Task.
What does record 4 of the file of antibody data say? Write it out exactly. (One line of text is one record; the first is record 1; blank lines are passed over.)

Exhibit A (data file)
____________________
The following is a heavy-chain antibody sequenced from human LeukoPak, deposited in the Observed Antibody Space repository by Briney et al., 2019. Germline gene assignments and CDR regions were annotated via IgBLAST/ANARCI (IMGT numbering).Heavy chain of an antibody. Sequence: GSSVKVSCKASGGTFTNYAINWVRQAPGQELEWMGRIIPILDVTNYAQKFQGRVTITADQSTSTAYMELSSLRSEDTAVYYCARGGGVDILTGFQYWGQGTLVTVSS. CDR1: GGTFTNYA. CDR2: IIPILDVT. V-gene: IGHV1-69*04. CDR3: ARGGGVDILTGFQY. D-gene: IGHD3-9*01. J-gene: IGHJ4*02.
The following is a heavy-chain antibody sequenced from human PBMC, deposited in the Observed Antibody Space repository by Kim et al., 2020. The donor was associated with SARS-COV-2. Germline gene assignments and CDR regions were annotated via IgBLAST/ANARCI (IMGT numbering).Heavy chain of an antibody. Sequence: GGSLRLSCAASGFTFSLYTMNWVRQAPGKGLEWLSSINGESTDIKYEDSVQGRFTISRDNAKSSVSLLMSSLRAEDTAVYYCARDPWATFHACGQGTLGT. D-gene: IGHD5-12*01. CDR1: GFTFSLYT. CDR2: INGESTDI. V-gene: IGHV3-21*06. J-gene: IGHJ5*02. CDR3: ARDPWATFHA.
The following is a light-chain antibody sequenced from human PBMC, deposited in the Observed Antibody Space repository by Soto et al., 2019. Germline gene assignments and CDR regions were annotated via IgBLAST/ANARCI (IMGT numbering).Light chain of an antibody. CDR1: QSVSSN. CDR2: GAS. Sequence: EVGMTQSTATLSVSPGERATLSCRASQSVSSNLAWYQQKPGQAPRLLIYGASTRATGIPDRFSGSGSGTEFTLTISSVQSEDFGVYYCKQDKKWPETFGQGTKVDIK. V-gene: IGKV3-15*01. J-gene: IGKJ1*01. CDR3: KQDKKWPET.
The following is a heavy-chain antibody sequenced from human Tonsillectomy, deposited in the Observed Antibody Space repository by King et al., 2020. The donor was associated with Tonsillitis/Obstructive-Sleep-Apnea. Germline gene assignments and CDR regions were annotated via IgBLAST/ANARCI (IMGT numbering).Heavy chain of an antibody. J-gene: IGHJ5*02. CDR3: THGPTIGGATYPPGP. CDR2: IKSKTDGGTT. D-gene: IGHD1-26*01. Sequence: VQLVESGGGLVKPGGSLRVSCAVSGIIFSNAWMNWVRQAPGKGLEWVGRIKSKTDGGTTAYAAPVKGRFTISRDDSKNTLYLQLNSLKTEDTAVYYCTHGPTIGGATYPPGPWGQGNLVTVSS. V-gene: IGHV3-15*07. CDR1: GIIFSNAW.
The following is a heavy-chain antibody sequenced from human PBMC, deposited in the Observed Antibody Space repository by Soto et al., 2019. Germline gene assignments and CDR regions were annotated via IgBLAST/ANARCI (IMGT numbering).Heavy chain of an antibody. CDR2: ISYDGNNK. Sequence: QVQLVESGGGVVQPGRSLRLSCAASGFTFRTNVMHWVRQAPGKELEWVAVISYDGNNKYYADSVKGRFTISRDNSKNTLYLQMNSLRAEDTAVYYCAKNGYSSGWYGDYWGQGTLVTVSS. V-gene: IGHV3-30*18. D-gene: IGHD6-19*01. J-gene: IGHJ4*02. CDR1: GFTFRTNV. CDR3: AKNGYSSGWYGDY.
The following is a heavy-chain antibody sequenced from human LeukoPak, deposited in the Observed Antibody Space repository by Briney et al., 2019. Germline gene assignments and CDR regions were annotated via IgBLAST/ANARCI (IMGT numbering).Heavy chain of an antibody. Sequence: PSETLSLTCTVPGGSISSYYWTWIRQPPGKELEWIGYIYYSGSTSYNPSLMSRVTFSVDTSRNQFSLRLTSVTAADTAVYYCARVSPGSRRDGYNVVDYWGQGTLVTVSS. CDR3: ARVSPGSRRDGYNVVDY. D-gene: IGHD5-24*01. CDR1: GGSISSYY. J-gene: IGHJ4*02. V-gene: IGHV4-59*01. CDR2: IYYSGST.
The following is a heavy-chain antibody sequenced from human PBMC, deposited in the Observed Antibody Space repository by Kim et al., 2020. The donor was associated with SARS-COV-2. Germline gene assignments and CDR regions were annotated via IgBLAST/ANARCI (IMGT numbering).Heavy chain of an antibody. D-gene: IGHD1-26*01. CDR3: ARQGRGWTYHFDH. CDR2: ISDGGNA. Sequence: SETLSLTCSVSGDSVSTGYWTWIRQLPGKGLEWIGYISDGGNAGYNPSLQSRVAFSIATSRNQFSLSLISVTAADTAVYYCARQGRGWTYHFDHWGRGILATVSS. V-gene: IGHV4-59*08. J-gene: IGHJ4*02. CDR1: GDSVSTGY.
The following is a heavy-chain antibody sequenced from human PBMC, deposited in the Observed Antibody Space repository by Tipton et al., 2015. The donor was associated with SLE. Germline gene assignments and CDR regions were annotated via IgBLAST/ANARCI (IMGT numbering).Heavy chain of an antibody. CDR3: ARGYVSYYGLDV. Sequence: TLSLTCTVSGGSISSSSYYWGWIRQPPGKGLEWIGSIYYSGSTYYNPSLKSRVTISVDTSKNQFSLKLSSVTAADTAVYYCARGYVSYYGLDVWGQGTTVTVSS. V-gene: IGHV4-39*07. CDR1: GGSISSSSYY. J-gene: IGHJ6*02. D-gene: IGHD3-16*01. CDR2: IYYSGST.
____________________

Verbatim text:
The following is a heavy-chain antibody sequenced from human Tonsillectomy, deposited in the Observed Antibody Space repository by King et al., 2020. The donor was associated with Tonsillitis/Obstructive-Sleep-Apnea. Germline gene assignments and CDR regions were annotated via IgBLAST/ANARCI (IMGT numbering).Heavy chain of an antibody. J-gene: IGHJ5*02. CDR3: THGPTIGGATYPPGP. CDR2: IKSKTDGGTT. D-gene: IGHD1-26*01. Sequence: VQLVESGGGLVKPGGSLRVSCAVSGIIFSNAWMNWVRQAPGKGLEWVGRIKSKTDGGTTAYAAPVKGRFTISRDDSKNTLYLQLNSLKTEDTAVYYCTHGPTIGGATYPPGPWGQGNLVTVSS. V-gene: IGHV3-15*07. CDR1: GIIFSNAW.